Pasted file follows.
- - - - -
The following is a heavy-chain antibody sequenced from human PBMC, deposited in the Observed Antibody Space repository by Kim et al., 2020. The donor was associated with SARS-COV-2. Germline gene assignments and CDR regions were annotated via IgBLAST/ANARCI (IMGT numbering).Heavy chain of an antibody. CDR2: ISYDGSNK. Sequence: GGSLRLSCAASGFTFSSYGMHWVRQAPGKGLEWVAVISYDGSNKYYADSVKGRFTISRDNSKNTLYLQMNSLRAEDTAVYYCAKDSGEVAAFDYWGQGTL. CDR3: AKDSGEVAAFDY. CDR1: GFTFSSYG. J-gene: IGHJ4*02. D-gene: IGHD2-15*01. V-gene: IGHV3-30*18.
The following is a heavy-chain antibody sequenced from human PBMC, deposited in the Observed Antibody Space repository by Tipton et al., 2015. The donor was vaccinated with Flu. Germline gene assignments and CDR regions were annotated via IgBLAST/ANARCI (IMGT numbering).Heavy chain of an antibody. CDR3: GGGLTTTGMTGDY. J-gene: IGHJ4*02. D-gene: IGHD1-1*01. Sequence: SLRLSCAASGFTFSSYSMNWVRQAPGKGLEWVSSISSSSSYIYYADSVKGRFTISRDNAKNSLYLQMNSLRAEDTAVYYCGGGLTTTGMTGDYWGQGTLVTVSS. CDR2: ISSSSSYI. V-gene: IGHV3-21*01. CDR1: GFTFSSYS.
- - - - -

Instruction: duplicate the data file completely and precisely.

The following is a heavy-chain antibody sequenced from human PBMC, deposited in the Observed Antibody Space repository by Kim et al., 2020. The donor was associated with SARS-COV-2. Germline gene assignments and CDR regions were annotated via IgBLAST/ANARCI (IMGT numbering).Heavy chain of an antibody. CDR2: ISYDGSNK. Sequence: GGSLRLSCAASGFTFSSYGMHWVRQAPGKGLEWVAVISYDGSNKYYADSVKGRFTISRDNSKNTLYLQMNSLRAEDTAVYYCAKDSGEVAAFDYWGQGTL. CDR3: AKDSGEVAAFDY. CDR1: GFTFSSYG. J-gene: IGHJ4*02. D-gene: IGHD2-15*01. V-gene: IGHV3-30*18.
The following is a heavy-chain antibody sequenced from human PBMC, deposited in the Observed Antibody Space repository by Tipton et al., 2015. The donor was vaccinated with Flu. Germline gene assignments and CDR regions were annotated via IgBLAST/ANARCI (IMGT numbering).Heavy chain of an antibody. CDR3: GGGLTTTGMTGDY. J-gene: IGHJ4*02. D-gene: IGHD1-1*01. Sequence: SLRLSCAASGFTFSSYSMNWVRQAPGKGLEWVSSISSSSSYIYYADSVKGRFTISRDNAKNSLYLQMNSLRAEDTAVYYCGGGLTTTGMTGDYWGQGTLVTVSS. CDR2: ISSSSSYI. V-gene: IGHV3-21*01. CDR1: GFTFSSYS.